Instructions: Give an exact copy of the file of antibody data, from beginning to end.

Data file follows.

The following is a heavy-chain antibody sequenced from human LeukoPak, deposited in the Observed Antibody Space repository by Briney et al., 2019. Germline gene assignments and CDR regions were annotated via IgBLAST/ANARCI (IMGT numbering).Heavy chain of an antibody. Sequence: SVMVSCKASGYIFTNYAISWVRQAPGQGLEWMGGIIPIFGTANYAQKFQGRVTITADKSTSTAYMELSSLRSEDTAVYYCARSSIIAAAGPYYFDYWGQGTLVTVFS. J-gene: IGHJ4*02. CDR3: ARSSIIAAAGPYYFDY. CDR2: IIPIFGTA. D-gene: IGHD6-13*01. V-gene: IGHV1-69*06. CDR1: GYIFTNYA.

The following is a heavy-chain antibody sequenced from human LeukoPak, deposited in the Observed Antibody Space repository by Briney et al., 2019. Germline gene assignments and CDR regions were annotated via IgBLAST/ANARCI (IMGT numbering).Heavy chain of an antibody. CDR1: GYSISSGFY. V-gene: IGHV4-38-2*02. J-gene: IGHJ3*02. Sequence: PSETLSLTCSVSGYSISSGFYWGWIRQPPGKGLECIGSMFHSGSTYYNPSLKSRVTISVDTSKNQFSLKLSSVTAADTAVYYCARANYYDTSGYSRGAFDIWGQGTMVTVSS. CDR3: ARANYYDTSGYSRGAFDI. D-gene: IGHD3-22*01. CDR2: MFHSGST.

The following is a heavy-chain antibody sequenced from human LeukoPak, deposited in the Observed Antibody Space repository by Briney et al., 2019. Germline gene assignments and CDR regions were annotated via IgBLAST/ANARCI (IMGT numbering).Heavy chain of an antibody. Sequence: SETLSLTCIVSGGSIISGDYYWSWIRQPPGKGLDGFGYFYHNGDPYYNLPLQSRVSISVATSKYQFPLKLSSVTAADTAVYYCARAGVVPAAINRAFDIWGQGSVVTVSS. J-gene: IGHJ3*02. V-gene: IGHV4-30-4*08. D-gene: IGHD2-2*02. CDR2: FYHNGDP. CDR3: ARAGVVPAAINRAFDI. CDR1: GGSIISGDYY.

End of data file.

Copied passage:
The following is a heavy-chain antibody sequenced from human LeukoPak, deposited in the Observed Antibody Space repository by Briney et al., 2019. Germline gene assignments and CDR regions were annotated via IgBLAST/ANARCI (IMGT numbering).Heavy chain of an antibody. Sequence: SVMVSCKASGYIFTNYAISWVRQAPGQGLEWMGGIIPIFGTANYAQKFQGRVTITADKSTSTAYMELSSLRSEDTAVYYCARSSIIAAAGPYYFDYWGQGTLVTVFS. J-gene: IGHJ4*02. CDR3: ARSSIIAAAGPYYFDY. CDR2: IIPIFGTA. D-gene: IGHD6-13*01. V-gene: IGHV1-69*06. CDR1: GYIFTNYA.

The following is a heavy-chain antibody sequenced from human LeukoPak, deposited in the Observed Antibody Space repository by Briney et al., 2019. Germline gene assignments and CDR regions were annotated via IgBLAST/ANARCI (IMGT numbering).Heavy chain of an antibody. CDR1: GYSISSGFY. V-gene: IGHV4-38-2*02. J-gene: IGHJ3*02. Sequence: PSETLSLTCSVSGYSISSGFYWGWIRQPPGKGLECIGSMFHSGSTYYNPSLKSRVTISVDTSKNQFSLKLSSVTAADTAVYYCARANYYDTSGYSRGAFDIWGQGTMVTVSS. CDR3: ARANYYDTSGYSRGAFDI. D-gene: IGHD3-22*01. CDR2: MFHSGST.

The following is a heavy-chain antibody sequenced from human LeukoPak, deposited in the Observed Antibody Space repository by Briney et al., 2019. Germline gene assignments and CDR regions were annotated via IgBLAST/ANARCI (IMGT numbering).Heavy chain of an antibody. Sequence: SETLSLTCIVSGGSIISGDYYWSWIRQPPGKGLDGFGYFYHNGDPYYNLPLQSRVSISVATSKYQFPLKLSSVTAADTAVYYCARAGVVPAAINRAFDIWGQGSVVTVSS. J-gene: IGHJ3*02. V-gene: IGHV4-30-4*08. D-gene: IGHD2-2*02. CDR2: FYHNGDP. CDR3: ARAGVVPAAINRAFDI. CDR1: GGSIISGDYY.